As many as 15,000 British children do not live with both parents because of immigration rules, the Children’s Commissioner for England has claimed.
Research from Middlesex University and the Joint Council for the Welfare of Immigrants found that out of 38 developed countries, the UK has “the least family-friendly family reunification policies”.
In 2012, the coalition government introduced new requirements for spousal visas. One such requirement was that any Brit applying for one had to earn at least £18,600 per year. This represents 138 per cent of the national minimum wage and means that almost half of working Britons cannot afford to live with a partner from outside of the European Union.
With the number of British children born to foreign mothers increasing, these rules have had a “profound impact” on numerous families, Children’s Commissioner Anne Longfield said.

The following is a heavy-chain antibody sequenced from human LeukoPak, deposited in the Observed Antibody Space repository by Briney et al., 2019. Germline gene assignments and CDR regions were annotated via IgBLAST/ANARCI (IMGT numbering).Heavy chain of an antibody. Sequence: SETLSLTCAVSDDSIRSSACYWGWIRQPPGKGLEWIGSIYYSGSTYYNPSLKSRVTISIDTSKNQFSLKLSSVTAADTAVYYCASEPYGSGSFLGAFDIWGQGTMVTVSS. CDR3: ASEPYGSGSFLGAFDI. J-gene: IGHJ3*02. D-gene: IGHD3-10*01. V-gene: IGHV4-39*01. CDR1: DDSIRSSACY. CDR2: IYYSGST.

She claimed that the rules “actively drive families apart, and leave British children able to communicate with one parent only via Skype”.
The newly published research found that children with parents who cannot enter the UK as a result of these strict immigration rules “suffer from stress and anxiety, affecting their well-being and development”, Ms Longfield said.
Research co-author Dr Helena Wray is an associate professor of Law at Middlesex University. She said that the financial requirements to apply for a spousal visa are “much more onerous than they need to be to protect the public purse”.
“The result has been the separation of parents and children, heartache and misery. Some families cannot see how they can ever meet the rules and separation may be permanent.”
Dr Wray called for an urgent change in the immigration rules to make them more flexible. That way, “affected children, the vast majority of whom are British citizens, can grow up in their own country with both their parents”.